Self-awareness is key and on social media last month a lady complained that she and her chum had travelled across the world to go on a train over the Forth Bridge, only for the RPO to decide to walk through the train at that point and undertake a ticket inspection, thus encroaching on the experience.
It’s easy to chide staff, but I actually think they are doing a reasonable job despite the efforts of those in suits back in HQ or more likely the comfort of their homes, sipping tea and stroking the cat on the keyboard, whilst they are on Teams calls. On a train last week, I scribbled in my notebook some of the gaps in the end-to-end customer journey proposition that I’d encountered on my travels, and they were mainly those where top brass and their support structures had failed staff and customers, either through a lack of inspiration, impetus, strategy or poor process.
Marketing is a challenge and it’s one that frustrates me massively. I celebrate raucously when I go into a tourist attraction or office, a hospital or university and see some leaflets pertaining to the local bus company or I ask the employee at these third-party organisations if they can give details of the services and they do so and in a manner in which they look like they are advocates. I visit some places, like the Exmoor National Park Centre and the staff are practically caressing prospective bus customers and forcing them to travel on First’s wonderful Exmoor Coaster. Not content with doing just that, they then eulogise about the service on their official and personal social media channels. But these scenarios are the exception rather than the norm and it’s no use just saying ‘we don’t do leaflets anymore, they’re too expensive and it’s all online’ – there are a whole range of ways to engage partners.
The challenge, of course, is time and resources and if the marketing manager works within a big transport owning group, the chances are that they have a patch which stretches from the tip of the Northern hemisphere to the foot of the Southern and they are more overworked, overstretched and under-supported than your local GP or police. What’s more, these valuable resources are paid a pittance even though they are the revenue generators at a time when the industry needs new products and reasons to travel, in a more crowded space where folk in this digital age, are bombarded with marketing messages trying to capture their attention.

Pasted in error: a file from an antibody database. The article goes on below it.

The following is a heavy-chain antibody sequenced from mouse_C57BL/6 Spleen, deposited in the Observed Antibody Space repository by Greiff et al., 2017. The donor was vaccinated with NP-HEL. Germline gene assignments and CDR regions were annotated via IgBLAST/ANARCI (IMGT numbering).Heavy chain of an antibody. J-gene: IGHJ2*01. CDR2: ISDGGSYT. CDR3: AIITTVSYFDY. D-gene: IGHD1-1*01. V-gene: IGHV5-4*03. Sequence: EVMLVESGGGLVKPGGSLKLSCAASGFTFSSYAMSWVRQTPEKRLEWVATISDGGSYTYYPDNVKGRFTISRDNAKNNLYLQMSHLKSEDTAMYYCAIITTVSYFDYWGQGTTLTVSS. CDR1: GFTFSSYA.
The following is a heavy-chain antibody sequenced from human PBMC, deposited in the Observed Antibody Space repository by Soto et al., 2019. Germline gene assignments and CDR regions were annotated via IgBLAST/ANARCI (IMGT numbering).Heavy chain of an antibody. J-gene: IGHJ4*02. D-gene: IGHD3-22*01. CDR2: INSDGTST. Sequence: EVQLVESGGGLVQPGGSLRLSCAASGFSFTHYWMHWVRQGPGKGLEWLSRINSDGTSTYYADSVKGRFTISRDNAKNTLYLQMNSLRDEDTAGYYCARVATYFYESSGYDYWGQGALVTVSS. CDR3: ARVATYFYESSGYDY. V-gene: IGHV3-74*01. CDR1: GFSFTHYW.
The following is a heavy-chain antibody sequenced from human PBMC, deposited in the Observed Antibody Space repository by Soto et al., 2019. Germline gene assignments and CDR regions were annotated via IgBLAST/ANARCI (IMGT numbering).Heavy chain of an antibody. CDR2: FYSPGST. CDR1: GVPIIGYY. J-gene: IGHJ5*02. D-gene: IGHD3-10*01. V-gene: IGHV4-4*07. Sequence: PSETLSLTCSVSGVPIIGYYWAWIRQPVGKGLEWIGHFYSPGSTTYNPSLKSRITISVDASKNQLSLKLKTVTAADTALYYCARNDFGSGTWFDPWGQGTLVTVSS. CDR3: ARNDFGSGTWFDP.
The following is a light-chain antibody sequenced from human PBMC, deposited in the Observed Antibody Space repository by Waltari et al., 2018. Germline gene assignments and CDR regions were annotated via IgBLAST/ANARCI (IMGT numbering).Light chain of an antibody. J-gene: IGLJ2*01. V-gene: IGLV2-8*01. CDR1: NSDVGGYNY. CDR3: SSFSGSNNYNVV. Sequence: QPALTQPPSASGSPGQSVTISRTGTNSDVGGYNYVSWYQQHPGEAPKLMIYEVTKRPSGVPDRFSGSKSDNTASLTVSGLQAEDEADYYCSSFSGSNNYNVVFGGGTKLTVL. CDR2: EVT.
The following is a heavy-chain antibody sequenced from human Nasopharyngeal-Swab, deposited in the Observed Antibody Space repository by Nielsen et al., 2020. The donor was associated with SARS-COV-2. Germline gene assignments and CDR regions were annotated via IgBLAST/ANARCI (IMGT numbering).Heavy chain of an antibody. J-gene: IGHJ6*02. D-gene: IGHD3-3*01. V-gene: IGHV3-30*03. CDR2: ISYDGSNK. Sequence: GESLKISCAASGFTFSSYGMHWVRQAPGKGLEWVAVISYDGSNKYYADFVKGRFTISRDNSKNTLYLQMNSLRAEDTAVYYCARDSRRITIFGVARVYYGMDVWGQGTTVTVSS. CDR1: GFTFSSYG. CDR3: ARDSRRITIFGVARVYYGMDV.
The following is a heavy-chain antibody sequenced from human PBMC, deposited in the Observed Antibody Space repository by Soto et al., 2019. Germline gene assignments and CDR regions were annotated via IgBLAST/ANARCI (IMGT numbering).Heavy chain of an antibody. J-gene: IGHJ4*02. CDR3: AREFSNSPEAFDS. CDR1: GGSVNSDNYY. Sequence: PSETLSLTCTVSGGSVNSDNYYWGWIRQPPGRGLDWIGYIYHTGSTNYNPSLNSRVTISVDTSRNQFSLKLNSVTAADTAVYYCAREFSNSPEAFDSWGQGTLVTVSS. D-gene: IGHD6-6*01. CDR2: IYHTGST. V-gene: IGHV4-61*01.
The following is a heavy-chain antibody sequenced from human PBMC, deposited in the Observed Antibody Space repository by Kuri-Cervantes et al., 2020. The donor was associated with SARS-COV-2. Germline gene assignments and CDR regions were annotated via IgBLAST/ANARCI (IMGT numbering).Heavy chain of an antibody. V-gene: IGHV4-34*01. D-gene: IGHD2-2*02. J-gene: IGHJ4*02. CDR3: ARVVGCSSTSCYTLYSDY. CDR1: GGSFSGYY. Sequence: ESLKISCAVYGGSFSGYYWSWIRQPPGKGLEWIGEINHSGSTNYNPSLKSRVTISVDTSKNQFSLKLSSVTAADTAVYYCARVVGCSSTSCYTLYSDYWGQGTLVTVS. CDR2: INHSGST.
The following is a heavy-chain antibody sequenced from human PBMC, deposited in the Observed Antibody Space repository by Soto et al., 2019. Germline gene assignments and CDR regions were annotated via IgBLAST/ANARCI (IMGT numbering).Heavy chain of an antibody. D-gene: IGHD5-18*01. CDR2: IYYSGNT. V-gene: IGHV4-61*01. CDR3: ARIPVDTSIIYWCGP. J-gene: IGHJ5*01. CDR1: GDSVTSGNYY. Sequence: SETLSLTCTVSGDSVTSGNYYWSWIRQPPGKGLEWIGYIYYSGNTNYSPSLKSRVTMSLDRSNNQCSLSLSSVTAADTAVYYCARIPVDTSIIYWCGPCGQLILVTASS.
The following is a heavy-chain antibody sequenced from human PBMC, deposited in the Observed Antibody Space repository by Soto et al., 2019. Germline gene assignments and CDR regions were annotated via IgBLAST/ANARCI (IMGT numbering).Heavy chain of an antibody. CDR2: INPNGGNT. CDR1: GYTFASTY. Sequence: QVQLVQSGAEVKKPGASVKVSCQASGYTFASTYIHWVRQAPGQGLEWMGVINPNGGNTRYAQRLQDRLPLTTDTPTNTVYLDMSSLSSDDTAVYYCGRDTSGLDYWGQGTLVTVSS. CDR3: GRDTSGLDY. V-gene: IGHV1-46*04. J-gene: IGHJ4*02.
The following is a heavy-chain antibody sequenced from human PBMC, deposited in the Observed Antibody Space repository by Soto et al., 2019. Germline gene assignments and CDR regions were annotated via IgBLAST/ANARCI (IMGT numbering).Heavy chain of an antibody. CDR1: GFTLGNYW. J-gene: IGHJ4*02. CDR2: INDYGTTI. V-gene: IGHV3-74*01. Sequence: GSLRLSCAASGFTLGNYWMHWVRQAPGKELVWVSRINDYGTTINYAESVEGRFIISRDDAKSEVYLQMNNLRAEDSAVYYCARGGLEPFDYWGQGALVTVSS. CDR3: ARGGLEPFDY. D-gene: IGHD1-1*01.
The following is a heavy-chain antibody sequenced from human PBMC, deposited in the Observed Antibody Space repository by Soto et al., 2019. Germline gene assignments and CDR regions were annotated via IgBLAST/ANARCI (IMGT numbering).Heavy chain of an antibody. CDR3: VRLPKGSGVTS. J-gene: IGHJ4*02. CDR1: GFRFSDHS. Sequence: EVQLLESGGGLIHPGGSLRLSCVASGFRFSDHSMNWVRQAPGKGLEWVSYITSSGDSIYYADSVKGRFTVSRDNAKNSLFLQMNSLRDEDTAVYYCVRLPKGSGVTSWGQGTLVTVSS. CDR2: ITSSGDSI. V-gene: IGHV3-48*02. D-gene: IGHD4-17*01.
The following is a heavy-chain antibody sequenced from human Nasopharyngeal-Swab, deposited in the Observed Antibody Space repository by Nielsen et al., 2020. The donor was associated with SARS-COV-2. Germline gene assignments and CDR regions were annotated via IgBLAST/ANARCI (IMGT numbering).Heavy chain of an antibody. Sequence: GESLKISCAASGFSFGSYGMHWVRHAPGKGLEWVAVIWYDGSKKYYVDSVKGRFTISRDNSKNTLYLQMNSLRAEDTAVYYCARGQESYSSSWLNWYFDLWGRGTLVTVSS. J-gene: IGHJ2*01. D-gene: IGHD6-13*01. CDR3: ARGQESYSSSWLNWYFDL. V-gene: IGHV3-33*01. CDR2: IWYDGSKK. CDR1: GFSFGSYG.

Trust me please, particularly as I probably travel more than most, but the area of the service proposition that seems to be most reliable currently involves staff, whereas those customer touchpoints that are not reliable involve infrastructure
Trust me please, particularly as I probably travel more than most, but the area of the service proposition that seems to be most reliable currently involves staff, whereas those customer touchpoints that are not reliable involve infrastructure. This list is not exhaustive, and it includes short-formed trains, empty catering trolleys, plug sockets and Wi-Fi that don’t work. Add in further shortcomings and it’s a litany of woes – defective buses, ticket machines, damaged and out of date notices, empty covings on-board, unbranded buses, unreplaced leaflets. Meanwhile, we have hourly bus services timed one minute after the hourly train has departed at the bus/rail interchange, bus stations that look dilapidated, with blank graffitied poster frames and layer upon layer of grime on the floor, and so on. Don’t get me started on the Travel Shops without a single branded notice and décor that is about as modern in appearance as your musty, local charity shop or church hall.